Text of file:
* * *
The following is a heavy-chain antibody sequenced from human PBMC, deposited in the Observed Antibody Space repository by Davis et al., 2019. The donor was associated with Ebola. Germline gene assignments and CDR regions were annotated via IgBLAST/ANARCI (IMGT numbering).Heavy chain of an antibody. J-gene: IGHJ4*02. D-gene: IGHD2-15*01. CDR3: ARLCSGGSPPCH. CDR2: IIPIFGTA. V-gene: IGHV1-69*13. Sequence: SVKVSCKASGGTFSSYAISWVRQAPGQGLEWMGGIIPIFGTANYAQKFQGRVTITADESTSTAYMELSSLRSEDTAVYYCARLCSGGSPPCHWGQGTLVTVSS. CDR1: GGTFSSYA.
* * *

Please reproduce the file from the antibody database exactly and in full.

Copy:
The following is a heavy-chain antibody sequenced from human PBMC, deposited in the Observed Antibody Space repository by Davis et al., 2019. The donor was associated with Ebola. Germline gene assignments and CDR regions were annotated via IgBLAST/ANARCI (IMGT numbering).Heavy chain of an antibody. J-gene: IGHJ4*02. D-gene: IGHD2-15*01. CDR3: ARLCSGGSPPCH. CDR2: IIPIFGTA. V-gene: IGHV1-69*13. Sequence: SVKVSCKASGGTFSSYAISWVRQAPGQGLEWMGGIIPIFGTANYAQKFQGRVTITADESTSTAYMELSSLRSEDTAVYYCARLCSGGSPPCHWGQGTLVTVSS. CDR1: GGTFSSYA.